Instead, it may be more feasible for the U.S. government to seed and facilitate crisis mitigation measures—essentially firebreaks that could slow escalation. This objective is particularly worth pursuing if Pakistan demonstrates the commitment to not only investigate groups and individuals that carry out attacks in India—as it did initially following the attack in January this year on the Indian air base at Pathankot—but also to prosecute them.

Turning to the security of nuclear weapons, in addition to degrading terrorist threats, another  approach is to provide direct assistance when and where possible, utilizing cooperative programs undertaken by the U.S. Departments of Defense, Energy, and State, as well as those offered by organizations such as the International Atomic Energy Agency. Trust is a necessary condition for this kind of engagement, given the sensitivities involved. Before and after the U.S. operation that resulted in the death of Osama bin Laden, there was a prevalent narrative in Pakistan that the United States was trying to denuclearize it. That kind of story is very corrosive to the trust necessary to sustain cooperation on sensitive issues such as nuclear security. Security is not an absolute, nor is security cooperation an end to itself. And at some point the marginal cost may not produce marginal gain, but with the continuing threat posed by groups such as the Pakistani Taliban and possibly the self-proclaimed Islamic State, it does not seem prudent to risk such cooperation now.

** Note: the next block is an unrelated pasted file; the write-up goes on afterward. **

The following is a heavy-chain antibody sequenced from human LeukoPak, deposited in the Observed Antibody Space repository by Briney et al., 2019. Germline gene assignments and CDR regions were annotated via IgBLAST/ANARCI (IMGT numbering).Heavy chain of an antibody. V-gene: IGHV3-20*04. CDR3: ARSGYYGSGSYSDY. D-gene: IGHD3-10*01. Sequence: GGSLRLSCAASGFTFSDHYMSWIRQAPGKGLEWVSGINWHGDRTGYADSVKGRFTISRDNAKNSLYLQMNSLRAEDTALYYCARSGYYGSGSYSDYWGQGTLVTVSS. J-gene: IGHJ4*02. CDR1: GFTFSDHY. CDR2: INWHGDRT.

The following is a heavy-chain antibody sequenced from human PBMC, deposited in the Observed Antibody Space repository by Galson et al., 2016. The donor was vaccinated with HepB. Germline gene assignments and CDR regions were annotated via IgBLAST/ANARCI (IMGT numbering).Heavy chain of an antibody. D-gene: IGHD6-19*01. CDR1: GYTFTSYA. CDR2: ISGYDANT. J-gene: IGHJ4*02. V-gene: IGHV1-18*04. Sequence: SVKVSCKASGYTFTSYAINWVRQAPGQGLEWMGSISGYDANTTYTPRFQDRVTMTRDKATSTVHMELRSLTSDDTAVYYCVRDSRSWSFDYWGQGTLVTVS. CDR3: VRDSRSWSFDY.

At the same time, as noted previously, the security challenge is growing because of actions taken by Pakistan, specifically the buildup and diversification of its nuclear arsenal. Arsenal growth and effective security run at cross purposes. Ideally, the United States and others should seek ways to convince Pakistan to flatten the growth curve of its nuclear program. The honest assessment, however, is that since Pakistan embarked on a nuclear weapons program in earnest after it suffered defeat in the 1971 war with India, little the United States has tried—both in terms of sanctions and inducements—has had an appreciable impact on the scope and scale of Pakistan’s nuclear development.